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UnixReview: Overview of Extreme Linux Developers Forum (ELDF)

Mar 03, 2001, 20:06 (2 Talkback[s])
(Other stories by Richard Ferri)

"As you leave Albuquerque Airport heading north on Interstate 25, you leave big city civilization behind for the scrub brush and pink sand of the high plains outside Santa Fe. When you make the last turn off paved roads onto the dirt entrance of The Bishop's Lodge in Santa Fe, you get the feeling that you've left the beaten path behind -- which is an appropriate setting for the fourth Extreme Linux Developers Forum (ELDF)."

"The tone of ELDF is strictly technical and, in fact, no marketing rhetoric or self-promoting speeches are tolerated. There is actually a gong (it looks more like an industrial strength dog's water dish), and as soon as someone touts his own product or mentions a word like "synergy," the gong keeper gives the dog's dish a whack, and the speaker's topic is unceremoniously terminated. Perhaps because of the strictly technical, no-nonsense approach, some of the biggest techies in Linux development attend ELDF, including: Donald Becker, CTO of SCYLD Computing; Jon "Maddog" Hall, Executive Director of Linux International; Pete Beckman, Director of TurboLabs and the founder of the Extreme Linux series of workshops; Al Geist, senior staff scientist at Oak Ridge National Lab who headed the PVM development team; Greg Lindahl of Creative Computers; Rob Pennington, Director of Computing and Communications at the National Center for Supercomputing Applications (NCSA); and Ron Minnich from Los Alamos National Lab, a real techie's techie. But each of the 40 or so invitation-only attendees is somehow twisting, shaping, or generally warping Linux to do something extreme and, perhaps, outside the original vision of Linux."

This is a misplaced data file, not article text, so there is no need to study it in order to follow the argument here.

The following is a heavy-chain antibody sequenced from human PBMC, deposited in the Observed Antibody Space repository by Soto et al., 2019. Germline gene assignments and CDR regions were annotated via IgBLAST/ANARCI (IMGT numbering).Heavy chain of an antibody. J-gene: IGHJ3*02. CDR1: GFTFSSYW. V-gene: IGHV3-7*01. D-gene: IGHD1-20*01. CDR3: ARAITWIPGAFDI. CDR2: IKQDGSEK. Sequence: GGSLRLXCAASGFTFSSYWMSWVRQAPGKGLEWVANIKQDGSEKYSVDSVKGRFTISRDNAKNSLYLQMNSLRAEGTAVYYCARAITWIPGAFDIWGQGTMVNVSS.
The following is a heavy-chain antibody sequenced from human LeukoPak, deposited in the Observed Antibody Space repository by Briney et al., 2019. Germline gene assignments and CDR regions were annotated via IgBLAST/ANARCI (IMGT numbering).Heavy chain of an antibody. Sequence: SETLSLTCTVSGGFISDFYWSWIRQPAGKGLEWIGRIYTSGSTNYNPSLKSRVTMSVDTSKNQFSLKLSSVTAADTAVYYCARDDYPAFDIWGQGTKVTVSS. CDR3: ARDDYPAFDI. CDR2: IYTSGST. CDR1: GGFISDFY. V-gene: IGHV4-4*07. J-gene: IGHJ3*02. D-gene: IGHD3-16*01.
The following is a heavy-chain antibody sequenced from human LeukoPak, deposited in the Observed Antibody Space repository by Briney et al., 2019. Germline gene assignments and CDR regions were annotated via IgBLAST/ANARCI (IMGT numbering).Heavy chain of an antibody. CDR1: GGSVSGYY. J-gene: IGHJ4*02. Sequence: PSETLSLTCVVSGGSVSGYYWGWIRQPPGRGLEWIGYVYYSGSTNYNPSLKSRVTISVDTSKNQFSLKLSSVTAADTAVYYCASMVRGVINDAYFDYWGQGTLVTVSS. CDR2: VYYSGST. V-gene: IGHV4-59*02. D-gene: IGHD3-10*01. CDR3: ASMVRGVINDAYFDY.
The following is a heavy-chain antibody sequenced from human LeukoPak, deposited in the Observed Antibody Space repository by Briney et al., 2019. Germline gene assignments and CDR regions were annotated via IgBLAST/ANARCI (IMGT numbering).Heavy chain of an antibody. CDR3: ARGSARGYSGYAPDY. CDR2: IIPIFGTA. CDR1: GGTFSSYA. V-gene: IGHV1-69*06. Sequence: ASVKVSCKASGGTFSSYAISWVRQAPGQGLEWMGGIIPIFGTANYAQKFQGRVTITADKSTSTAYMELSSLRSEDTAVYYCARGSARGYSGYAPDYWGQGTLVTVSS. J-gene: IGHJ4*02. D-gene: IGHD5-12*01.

"The first two days of sessions were broken into four topics per day, with three half-hour presentations on each topic. Topics ran the gamut from the somewhat pedestrian "Cluster Building Fundamentals" ("label your cables, dude") to a point-counterpoint session on why Open Source is/isn't more secure than proprietary source, to a really off-the-wall talk on how to get your Linux cluster to approach an inner state of homeostasis. Following is a synopsis of some of the more interesting talks."

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